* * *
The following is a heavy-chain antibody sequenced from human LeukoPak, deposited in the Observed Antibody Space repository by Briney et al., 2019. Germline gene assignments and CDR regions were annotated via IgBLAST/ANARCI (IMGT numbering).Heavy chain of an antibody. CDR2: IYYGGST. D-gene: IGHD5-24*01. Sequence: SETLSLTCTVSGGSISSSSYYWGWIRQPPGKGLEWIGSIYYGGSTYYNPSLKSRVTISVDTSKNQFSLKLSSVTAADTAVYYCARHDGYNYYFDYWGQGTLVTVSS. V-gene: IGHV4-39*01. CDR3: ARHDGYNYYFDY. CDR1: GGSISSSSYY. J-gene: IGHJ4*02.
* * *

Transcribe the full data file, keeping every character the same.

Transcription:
The following is a heavy-chain antibody sequenced from human LeukoPak, deposited in the Observed Antibody Space repository by Briney et al., 2019. Germline gene assignments and CDR regions were annotated via IgBLAST/ANARCI (IMGT numbering).Heavy chain of an antibody. CDR2: IYYGGST. D-gene: IGHD5-24*01. Sequence: SETLSLTCTVSGGSISSSSYYWGWIRQPPGKGLEWIGSIYYGGSTYYNPSLKSRVTISVDTSKNQFSLKLSSVTAADTAVYYCARHDGYNYYFDYWGQGTLVTVSS. V-gene: IGHV4-39*01. CDR3: ARHDGYNYYFDY. CDR1: GGSISSSSYY. J-gene: IGHJ4*02.